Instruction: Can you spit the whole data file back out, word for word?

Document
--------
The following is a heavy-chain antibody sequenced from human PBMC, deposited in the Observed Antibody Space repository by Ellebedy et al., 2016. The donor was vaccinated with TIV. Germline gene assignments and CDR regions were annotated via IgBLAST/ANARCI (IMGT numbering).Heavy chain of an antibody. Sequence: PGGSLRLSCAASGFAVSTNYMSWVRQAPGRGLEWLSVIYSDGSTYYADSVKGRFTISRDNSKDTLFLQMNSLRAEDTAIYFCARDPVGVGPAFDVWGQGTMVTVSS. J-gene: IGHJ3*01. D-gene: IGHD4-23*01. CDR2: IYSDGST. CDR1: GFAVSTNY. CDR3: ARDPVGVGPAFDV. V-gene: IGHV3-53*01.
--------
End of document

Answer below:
The following is a heavy-chain antibody sequenced from human PBMC, deposited in the Observed Antibody Space repository by Ellebedy et al., 2016. The donor was vaccinated with TIV. Germline gene assignments and CDR regions were annotated via IgBLAST/ANARCI (IMGT numbering).Heavy chain of an antibody. Sequence: PGGSLRLSCAASGFAVSTNYMSWVRQAPGRGLEWLSVIYSDGSTYYADSVKGRFTISRDNSKDTLFLQMNSLRAEDTAIYFCARDPVGVGPAFDVWGQGTMVTVSS. J-gene: IGHJ3*01. D-gene: IGHD4-23*01. CDR2: IYSDGST. CDR1: GFAVSTNY. CDR3: ARDPVGVGPAFDV. V-gene: IGHV3-53*01.